A library of 96 individual compounds is synthesized by chemical reactions in a 96-well plate, the wells of which are arranged in an abscissa and ordinate two dimensional configuration. The contents of each well is submitted individually to a preparative high pressure liquid chromatography (HPLC) system. 96 purified products (as detected by a mass spec detector) are collected into a series of tubes in racks each rack of which is labeled with a bar code for identity. The identity of the contents of each tube, its position in the rack and the rack's bar-code are recorded in a database on a computerized database. The racks are transferred to an analytical HPLC and the bar-codes read. An analytical HPLC trace is recorded using ultraviolet (UV) and electron light scattering detector (ELSD) detectors and this data recorded in the database. The racks are transferred to a centrifugal evaporator and the solvent removed from all the tubes at once. The racks are then transferred to a system equipped with a robotic arm, a bar-code reader and a balance so that the weight of each tube can be recorded. This information is transferred to the central server where the tare weight of each tube had already been recorded and thus the weight of material in each tube can be calculated. The racks are transferred to a liquid handler, the bar-code is read and the contents of the tubes are diluted to a predetermined concentration using the weight of material recorded on the central server. The rack is transferred to an NMR, the bar-code is read and the 1H NMR is recorded and stored on the central server. All of the analytical data is viewed and a decision regarding what biological testing is required is made and recorded on the central server. The racks are transferred to a distribution device, the bar-code is read and samples for testing are prepared based on the decisions recorded on the central server. Any excess material is transferred to a storage vessel. The tubes in the rack are replaced with fresh tubes and the rack recycled through the process.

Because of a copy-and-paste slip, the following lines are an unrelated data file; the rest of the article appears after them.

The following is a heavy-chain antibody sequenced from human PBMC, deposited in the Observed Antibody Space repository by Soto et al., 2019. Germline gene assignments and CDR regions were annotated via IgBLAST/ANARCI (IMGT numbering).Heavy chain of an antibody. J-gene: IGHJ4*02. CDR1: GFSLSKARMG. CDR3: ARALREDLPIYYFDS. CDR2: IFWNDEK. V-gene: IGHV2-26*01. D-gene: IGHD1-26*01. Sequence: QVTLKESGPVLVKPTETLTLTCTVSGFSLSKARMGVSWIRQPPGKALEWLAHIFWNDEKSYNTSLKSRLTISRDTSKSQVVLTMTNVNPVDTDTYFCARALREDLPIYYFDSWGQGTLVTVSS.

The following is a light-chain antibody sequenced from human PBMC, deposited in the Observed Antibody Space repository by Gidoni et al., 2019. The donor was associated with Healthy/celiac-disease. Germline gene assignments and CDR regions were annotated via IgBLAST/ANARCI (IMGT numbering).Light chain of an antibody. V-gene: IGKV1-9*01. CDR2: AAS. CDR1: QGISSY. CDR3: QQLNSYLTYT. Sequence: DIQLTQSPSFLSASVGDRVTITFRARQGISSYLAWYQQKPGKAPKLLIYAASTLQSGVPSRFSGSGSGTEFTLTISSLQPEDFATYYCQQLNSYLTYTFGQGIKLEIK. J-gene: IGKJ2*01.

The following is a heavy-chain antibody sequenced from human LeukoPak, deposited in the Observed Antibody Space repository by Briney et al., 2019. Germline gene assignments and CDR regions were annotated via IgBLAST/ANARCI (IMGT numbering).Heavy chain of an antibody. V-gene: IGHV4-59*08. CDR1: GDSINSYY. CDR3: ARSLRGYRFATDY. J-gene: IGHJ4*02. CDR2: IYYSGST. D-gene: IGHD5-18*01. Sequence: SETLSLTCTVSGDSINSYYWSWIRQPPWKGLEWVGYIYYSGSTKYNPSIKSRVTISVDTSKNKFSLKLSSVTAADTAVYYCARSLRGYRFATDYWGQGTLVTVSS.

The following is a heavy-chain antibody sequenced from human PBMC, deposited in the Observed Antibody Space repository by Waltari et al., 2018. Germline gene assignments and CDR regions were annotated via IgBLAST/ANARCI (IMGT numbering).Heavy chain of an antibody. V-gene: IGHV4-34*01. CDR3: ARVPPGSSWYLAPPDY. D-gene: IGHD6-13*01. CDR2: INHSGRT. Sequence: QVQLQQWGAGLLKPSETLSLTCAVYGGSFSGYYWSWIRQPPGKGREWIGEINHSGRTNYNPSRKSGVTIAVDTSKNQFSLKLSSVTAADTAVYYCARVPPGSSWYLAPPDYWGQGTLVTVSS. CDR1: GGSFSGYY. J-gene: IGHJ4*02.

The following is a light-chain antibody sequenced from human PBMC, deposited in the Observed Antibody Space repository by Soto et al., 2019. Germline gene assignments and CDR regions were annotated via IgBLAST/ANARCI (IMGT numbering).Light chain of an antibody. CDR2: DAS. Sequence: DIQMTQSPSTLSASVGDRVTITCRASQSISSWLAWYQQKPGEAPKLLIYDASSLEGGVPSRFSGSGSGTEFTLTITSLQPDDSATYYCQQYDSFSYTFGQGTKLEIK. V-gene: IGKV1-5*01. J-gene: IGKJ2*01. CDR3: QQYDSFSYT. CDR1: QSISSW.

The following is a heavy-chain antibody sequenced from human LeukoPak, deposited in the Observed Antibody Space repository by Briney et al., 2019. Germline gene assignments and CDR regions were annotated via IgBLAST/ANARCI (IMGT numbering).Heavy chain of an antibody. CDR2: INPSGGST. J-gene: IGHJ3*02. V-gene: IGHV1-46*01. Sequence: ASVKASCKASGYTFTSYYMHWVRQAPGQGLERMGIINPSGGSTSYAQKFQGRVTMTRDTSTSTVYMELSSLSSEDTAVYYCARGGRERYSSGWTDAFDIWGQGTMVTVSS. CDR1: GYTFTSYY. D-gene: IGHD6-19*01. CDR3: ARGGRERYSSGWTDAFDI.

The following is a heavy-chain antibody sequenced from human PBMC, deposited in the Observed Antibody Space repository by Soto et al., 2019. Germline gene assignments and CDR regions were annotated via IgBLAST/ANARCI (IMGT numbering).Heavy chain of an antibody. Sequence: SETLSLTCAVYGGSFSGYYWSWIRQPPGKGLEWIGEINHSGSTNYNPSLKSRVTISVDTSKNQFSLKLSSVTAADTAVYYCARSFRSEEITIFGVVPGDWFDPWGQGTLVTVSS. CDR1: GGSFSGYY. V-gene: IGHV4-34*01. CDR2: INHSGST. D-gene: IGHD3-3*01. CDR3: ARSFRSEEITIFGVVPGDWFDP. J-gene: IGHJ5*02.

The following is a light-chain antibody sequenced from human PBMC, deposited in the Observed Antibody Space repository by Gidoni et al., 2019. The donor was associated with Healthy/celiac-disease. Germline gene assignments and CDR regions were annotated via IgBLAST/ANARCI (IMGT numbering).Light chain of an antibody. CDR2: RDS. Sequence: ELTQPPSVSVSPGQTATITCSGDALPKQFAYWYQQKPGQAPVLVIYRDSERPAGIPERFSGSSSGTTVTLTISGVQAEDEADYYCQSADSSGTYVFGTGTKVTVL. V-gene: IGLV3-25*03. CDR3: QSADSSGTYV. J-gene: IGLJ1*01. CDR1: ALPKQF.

In all transformations, the computer database tracks the movement of the compound so synthesized from the 96-well plate to the end of the process. The racks are the only devices that are bar-coded for identity.
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|U.S. Classification||506/3, 422/68.1, 210/656, 702/20, 435/4, 436/161, 702/19, 506/12, 702/22, 436/43, 435/6.14|
|International Classification||C40B40/14, C40B40/18, G01N35/00, G01N35/02, B01J19/00, C40B70/00, C40B50/08, C40B40/10|
|Cooperative Classification||B01J2219/00599, B01J2219/00725, B01J2219/00689, B01J2219/00707, Y10T436/11, C40B70/00, B01J2219/00585, B01J2219/00691, C40B40/18, B01J2219/00283, B01J2219/00693, B01J2219/00452, G01N2035/00217, C40B40/10, C40B40/14, B01J2219/00722, B01J2219/00754, G01N35/028, C40B50/08, B01J2219/00745, B01J2219/00308, B01J19/0046, B01J2219/0072, B01J2219/00704, B01J2219/0054, B01J2219/00698|
|Jun 18, 1999||AS||Assignment|
Owner name: RHONE-POULENC AGRO, FRANCE
Free format text: ASSIGNMENT OF ASSIGNORS INTEREST;ASSIGNORS:RIBEILL, YVES;MONNET, PIERRE;ABEDI, JELEH AZMI;AND OTHERS;REEL/FRAME:010031/0988;SIGNING DATES FROM 19990604 TO 19990607
|May 18, 2001||AS||Assignment|
|Aug 12, 2003||CC||Certificate of correction|
|Oct 12, 2004||AS||Assignment|
|Jun 5, 2006||FPAY||Fee payment|
Year of fee payment: 4
|Jun 24, 2010||FPAY||Fee payment|
Year of fee payment: 8
|Aug 8, 2014||REMI||Maintenance fee reminder mailed|
|Dec 31, 2014||LAPS||Lapse for failure to pay maintenance fees|
|Feb 17, 2015||FP||Expired due to failure to pay maintenance fee|
Effective date: 20141231